Whether the NewFronts will spark a TV-style upfront market isn’t clear. But, the first-annual series of events have already been a huge success from a marketing perspective.
The NewFront brand has been established. It already has meaning. It has drawn the attention of industry executives, the press and even Wall Street. The discussion about how -- if -- a NewFront sales marketplace will form is a victory in itself. The worst fate would have been being ignored.
The ad community now knows that starting each April, Hulu, Google/YouTube and others will hold a series of presentations touting their programming and advertising opportunities -- just as the broadcasters do annually in mid-May. Advertisers and agency executives can make travel plans and cancel vacations.
Each year as online video continues to boom, interest is likely to build. For now, even if the presentations – which continue with Yahoo today and conclude with Google/YouTube on May 2 – don’t produce any extra dollars, just getting the online video tour off the ground has been an organizational and PR accomplishment.
The effort to grab attention calls to mind what ESPN, Turner and now USA have done by crashing the broadcast upfront week and holding their presentations next to ABC and CBS, advancing an argument that what they offer should be considered alongside them. It might take time, but that's what Hulu and cohorts are seeking to accomplish with a NewFront – gaining an equal seat at the planning table.
“It’s definitely about positioning themselves in a manner to try to equalize the dialogue,” said Donnie Williams, Chief Digital Officer at Horizon Media.
The clever NewFront moniker was conceived by Digitas and the agency has been a driving force in bringing competitors -- AOL, Google/YouTube, Hulu, Microsoft Advertising and Yahoo -- together to hold presentations in concert. In the past, there have been one-offs, which haven’t registered much.
So far, the online sellers have managed their chance in the limelight with aplomb. Perhaps, they realized that simply touting their original content might draw notice, but not enough. Pessimism and second-tier status still seem prevalent when the words “Web series” are mentioned – even if there are efforts to make it long-form and broadcast quality.
So, they smartly have made announcements about how they are offering ROI opportunities similar to, or even potentially one better than, TV. AOL said it would offer TV-style guarantees to advertisers, where audience delivery would be based on demographics, not clicks or impressions. Hulu promised advertisers they would only have to pay if their ads were viewed in full. Microsoft said it has signed a slew of new partners, including CBS Interactive and ESPN, to accept TV-type spots within apps on Xbox Live.
That’s not to say programming announcements have been dismissed. On Wednesday, Wall Street analyst David Joyce of Miller Tabak + Co. issued a report after attending the AOL event, where he evaluated the presentation within the context of company's value, as he might have looked at how new programming at CBS would help the company at large. The showcase demonstrated how “the long-held notion that AOL is focusing on being an online content company in order to drive engagement and grow advertising revenue is finally coming to fruition,” he wrote.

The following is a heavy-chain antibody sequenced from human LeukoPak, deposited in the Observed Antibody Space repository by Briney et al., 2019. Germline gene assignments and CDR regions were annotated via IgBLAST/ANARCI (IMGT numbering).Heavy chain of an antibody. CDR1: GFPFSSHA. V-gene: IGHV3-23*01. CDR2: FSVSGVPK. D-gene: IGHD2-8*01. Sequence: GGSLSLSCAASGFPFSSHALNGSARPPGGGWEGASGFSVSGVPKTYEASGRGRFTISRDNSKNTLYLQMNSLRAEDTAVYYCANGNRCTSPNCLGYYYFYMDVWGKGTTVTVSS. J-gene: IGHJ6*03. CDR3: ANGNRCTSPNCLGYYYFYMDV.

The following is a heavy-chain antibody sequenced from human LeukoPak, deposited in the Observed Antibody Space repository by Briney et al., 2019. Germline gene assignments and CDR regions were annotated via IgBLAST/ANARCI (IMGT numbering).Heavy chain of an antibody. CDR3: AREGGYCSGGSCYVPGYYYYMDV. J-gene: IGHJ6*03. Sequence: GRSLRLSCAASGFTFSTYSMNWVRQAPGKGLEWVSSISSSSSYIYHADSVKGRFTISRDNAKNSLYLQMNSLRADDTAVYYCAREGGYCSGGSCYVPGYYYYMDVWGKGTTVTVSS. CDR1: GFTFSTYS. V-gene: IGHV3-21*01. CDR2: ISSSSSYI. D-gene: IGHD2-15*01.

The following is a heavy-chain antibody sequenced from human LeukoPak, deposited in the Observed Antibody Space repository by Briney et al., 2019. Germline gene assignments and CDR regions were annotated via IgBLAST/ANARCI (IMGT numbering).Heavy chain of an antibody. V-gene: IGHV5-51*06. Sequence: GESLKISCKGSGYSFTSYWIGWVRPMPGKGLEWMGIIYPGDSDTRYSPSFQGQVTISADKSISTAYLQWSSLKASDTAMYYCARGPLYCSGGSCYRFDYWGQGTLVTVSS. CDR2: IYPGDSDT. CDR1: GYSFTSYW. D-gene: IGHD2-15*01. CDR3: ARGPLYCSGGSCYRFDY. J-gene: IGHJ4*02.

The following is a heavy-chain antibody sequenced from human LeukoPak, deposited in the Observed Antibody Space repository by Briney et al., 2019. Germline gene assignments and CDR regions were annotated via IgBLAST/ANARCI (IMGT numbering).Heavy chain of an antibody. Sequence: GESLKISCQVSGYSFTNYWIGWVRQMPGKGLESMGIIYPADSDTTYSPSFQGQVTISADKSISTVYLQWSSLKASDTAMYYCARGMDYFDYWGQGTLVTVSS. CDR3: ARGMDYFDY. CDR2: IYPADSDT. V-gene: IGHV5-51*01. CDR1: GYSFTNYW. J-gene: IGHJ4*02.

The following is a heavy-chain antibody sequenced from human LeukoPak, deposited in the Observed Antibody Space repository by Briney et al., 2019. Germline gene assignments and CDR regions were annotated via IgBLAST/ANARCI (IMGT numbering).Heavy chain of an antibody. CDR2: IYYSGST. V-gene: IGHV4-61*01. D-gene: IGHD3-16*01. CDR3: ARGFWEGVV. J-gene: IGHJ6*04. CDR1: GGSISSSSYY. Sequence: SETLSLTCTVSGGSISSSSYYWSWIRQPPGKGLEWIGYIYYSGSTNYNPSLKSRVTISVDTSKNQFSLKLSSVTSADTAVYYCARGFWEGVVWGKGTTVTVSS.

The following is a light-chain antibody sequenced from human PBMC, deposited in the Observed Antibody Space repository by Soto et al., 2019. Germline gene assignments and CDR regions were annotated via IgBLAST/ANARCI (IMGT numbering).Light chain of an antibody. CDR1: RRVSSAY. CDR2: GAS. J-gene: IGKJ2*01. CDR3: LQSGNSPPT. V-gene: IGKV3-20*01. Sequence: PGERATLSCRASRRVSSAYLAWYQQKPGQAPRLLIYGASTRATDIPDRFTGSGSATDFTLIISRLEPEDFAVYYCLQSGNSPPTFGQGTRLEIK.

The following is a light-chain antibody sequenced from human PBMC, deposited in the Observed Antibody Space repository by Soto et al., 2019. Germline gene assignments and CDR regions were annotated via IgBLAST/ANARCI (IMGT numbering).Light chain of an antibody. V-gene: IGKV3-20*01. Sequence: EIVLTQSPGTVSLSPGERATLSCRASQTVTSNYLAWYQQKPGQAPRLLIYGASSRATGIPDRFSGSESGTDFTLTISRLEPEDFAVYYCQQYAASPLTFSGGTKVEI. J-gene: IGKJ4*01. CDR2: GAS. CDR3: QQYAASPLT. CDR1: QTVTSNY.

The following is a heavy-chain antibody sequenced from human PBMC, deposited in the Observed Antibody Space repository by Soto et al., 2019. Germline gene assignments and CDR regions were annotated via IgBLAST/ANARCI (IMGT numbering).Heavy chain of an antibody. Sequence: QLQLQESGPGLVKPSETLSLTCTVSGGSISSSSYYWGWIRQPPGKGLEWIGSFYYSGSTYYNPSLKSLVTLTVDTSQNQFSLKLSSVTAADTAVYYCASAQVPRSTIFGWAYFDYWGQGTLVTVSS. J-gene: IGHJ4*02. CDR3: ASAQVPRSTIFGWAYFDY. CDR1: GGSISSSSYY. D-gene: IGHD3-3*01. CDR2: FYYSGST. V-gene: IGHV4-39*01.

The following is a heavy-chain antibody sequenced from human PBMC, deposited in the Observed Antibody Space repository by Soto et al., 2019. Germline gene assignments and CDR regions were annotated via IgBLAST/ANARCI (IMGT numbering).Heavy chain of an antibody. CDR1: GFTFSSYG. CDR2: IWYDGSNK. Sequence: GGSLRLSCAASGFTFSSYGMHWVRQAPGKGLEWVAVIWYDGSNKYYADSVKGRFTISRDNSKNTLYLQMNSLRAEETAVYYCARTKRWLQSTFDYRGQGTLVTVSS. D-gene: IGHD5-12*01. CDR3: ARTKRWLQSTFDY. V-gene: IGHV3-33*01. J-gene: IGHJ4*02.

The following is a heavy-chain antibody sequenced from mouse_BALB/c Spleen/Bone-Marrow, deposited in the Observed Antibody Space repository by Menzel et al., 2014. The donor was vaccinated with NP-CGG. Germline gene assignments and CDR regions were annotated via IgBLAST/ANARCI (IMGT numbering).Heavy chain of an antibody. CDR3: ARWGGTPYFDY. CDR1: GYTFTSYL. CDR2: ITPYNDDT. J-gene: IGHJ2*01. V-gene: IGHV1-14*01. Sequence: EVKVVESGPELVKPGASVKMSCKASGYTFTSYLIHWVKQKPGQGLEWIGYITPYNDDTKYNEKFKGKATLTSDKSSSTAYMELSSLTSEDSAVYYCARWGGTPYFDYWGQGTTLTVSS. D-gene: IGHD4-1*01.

Still, it is not hard to find doubters on whether a standalone NewFront market will gain traction. Does it make sense to buy online inventory – even on premium sites – so many months ahead? The TV market succeeds because the amount of inventory is limited, but there is a perception online video real estate isn’t crowded.
“It’s going to take a while for there to be this dynamic where agencies and advertisers look at it and say, ‘Gee, I want to make a long-term commitment to an eight-minute program that’s going to run maybe over the course of a month or so,” Chris Geraci, who leads national broadcast buying at OMD, said recently. “The whole upfront proposition doesn’t really make too much sense in that world yet.”
Ed Erhardt, who heads sales at ESPN, said he’s “not sure there’s enough inventory that can create a marketplace that people feel they have to buy now or they’re going to miss something.”
Still, ESPN is taking advantage of the NewFronts. Besides its new effort with Microsoft, it is inviting a slew of digital buyers to its annual pre-NFL Draft party Wednesday, which some might confuse with a sales pitch. ESPN pushes digital as part of multi-platform agreements and says 75% of its deals valued at $2 million or more involve at least two properties.
In a NewFront market, Hulu could be a notable exception and draw more long-term deals. All sites (including those affiliated with networks) could benefit if the TV market is particularly robust. If massive advertisers such as Procter & Gamble and auto advertisers can’t secure enough inventory and need to look elsewhere, online video could offer an outlet.
Horizon’s Williams offered encouragement to the leading online video outlets, saying his agency might cut NewFront-type deals around the same time it inks upfront TV commitments. At Horizon and other agencies, there are discussions about using the NewFront as a venue to shift dollars out of TV. It doesn’t hurt that a Yahoo or YouTube is there if much of TV is viewed as too expensive.
Still, Williams said advertisers have a tough time shifting focus from the upfront as TV continues its primacy for many of them. So, the NewFronts are sort of a sideshow.
“From my perspective, clients don’t seem to be viewing this as something unbelievably unique,” he said. “It’s generating a lot of questions and generating a lot of feedback, but it’s not changing behavior.”
For now, NewFront sellers should take pride in the interest they've created. It’s a rookie success story.